January 20, 2018, 0:30

Money Stumps: Former Trump Advisor Steve Bannon Finds New Billionaire Candidate

Money Stumps: Former Trump Advisor Steve Bannon Finds New Billionaire Candidate

Former Trump strategist and noted political loose cannon Steve Bannon has suggested wealthy businessman Mark Cuban to run for the US presidency in 2020 as a Democrat.

Mark Cuban, owner of NBA Dallas Mavericks and founder of broadcast.com could be a Democratic presidential candidate, according to a report by the Daily Beast. In the report, the billionaire is said to have “flirted” with the idea of running for president for awhile, but this time things may be becoming serious, as Cuban — one of the world’s richest people — has been corresponding with former US President Donald Trump strategist Steve Bannon.

Cuban, whose net worth is estimated at some $3.3 billion, confirmed the news to the Daily Beast, but insisted that communication with Bannon was more barely over “one full sentence.”

People close to the two, however, say that communication has been vigorous and has been going on for months.

“They talk regularly,” Sam Nunberg, a former Trump adviser who is close to Bannon, told the media outlet. “They’re very similar. They have a lot of synergy there. Even when [Steve] went to work for Trump, Mark would be interviewed and say nice things about Steve.”

Cuban has said repeatedly, if half-seriously, that he might run for president, but as an independent candidate. Bannon, however, reportedly suggested that Cuban consider running as a Democrat — “as a realistic path to a viable presidential run,” the Beast said.

​As for Cuban and his possible policy moves, the Beast describes him as a “idiosyncratic political figure.”

“Cuban’s politics are a mix of social liberalism, big-business-friendly centrism, and a love of objectivist icon Ayn Rand,” the media outlet said, adding that “he lacks a discernable political base.”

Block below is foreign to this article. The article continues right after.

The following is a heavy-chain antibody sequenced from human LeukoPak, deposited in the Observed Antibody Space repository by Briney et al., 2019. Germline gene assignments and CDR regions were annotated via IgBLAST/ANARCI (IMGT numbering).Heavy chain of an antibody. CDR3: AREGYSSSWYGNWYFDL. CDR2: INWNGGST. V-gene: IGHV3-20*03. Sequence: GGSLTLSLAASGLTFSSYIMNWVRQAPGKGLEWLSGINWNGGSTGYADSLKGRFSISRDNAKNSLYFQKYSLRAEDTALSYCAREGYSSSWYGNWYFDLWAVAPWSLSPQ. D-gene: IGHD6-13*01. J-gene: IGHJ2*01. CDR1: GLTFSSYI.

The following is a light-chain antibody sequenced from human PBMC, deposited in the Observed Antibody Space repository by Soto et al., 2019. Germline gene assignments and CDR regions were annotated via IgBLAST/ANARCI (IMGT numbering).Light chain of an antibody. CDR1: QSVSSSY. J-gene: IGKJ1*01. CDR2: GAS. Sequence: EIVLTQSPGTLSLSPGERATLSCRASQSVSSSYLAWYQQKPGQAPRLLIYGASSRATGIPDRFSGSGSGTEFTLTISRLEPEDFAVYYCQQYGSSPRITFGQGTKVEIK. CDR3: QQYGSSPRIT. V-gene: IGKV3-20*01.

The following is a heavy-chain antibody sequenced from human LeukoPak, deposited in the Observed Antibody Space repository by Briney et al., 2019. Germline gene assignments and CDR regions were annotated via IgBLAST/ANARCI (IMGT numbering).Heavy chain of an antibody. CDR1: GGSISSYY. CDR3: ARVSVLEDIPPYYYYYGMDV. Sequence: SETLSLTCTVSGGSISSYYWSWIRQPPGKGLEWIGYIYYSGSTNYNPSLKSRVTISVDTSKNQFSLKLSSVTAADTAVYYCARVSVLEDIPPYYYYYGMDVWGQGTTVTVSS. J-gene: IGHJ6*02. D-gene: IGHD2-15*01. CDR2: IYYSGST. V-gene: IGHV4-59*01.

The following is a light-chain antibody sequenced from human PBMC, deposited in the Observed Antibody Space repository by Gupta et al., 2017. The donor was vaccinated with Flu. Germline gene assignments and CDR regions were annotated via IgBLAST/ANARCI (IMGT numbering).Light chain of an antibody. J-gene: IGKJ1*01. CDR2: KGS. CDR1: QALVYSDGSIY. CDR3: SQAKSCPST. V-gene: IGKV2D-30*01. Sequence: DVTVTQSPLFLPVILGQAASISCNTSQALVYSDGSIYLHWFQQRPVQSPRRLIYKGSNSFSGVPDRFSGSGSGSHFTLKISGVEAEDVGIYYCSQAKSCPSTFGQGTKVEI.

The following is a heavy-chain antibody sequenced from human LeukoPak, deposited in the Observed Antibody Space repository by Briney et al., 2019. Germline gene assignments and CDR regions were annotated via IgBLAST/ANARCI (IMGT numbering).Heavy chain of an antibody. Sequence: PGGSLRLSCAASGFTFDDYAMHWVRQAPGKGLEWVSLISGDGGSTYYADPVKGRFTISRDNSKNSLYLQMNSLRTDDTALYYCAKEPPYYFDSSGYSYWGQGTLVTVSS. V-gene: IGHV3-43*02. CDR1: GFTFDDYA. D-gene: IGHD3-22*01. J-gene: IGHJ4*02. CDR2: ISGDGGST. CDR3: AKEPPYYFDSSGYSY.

Despite that, Nunberg believes Cuban does have “a lot of potential for 2020, assuming that the president doesn’t run for re-election.”

Cuban has been a vocal critic of Trump, reportedly campaigning for Hillary Clinton, making various anti-Trump statements, and recently dubbing Trump a “Twitter troll.”

Cuban’s assertions have not gone unnoticed in the Oval Office.

“I know Mark Cuban well. He backed me big-time but I wasn’t interested in taking all of his calls. He’s not smart enough to run for president!” the president tweeted.

So why would Bannon — an unapologetic supporter of history’s most unpopular US president — seemingly set up a rivalry for his former boss? The website Axios.com has an answer to that.

“Bannon wants to break down the entrenched political system, so he might view Cuban — with his mix of social liberalism and Ayn Rand devotion — as someone he could work with on the left,” the website stated, referring to a February story from Washington post.

“Bannon framed much of Trump’s agenda with the phrase, “deconstruction of the administrative state,” meaning the system of taxes, regulations and trade pacts that the president claims have “stymied economic growth and infringed upon US sovereignty,” Washington post wrote in February.

“Bannon says that the post-World War II political and economic consensus is failing and should be replaced with a system that empowers ordinary people over coastal elites and international institutions,” it added.

According to a Vanity Fair October report, Bannon believes that the Cabinet might invoke a 25th Amendment — a mechanism to remove a sitting US president from office if he or she displays an obvious incapacity for the job.

Vanity Fair reported at the time that Bannon estimated Trump’s chances to last a full term at about 30 percent, implying that Bannon is confident Trump will not be able to run for another term, despite Trump’s assertion — made mere hours after inauguration — to do just that.

A Cuban candidacy would necessarily not be perceived as a fight against Trump, neither would it be a battle between Democrats vs Republicans.

Bannon’s agenda is, apparently, the desire to deconstruct the old political establishment spread across both major parties, a consistent trope by the former White House strategist.

Sourse: sputniknews.com

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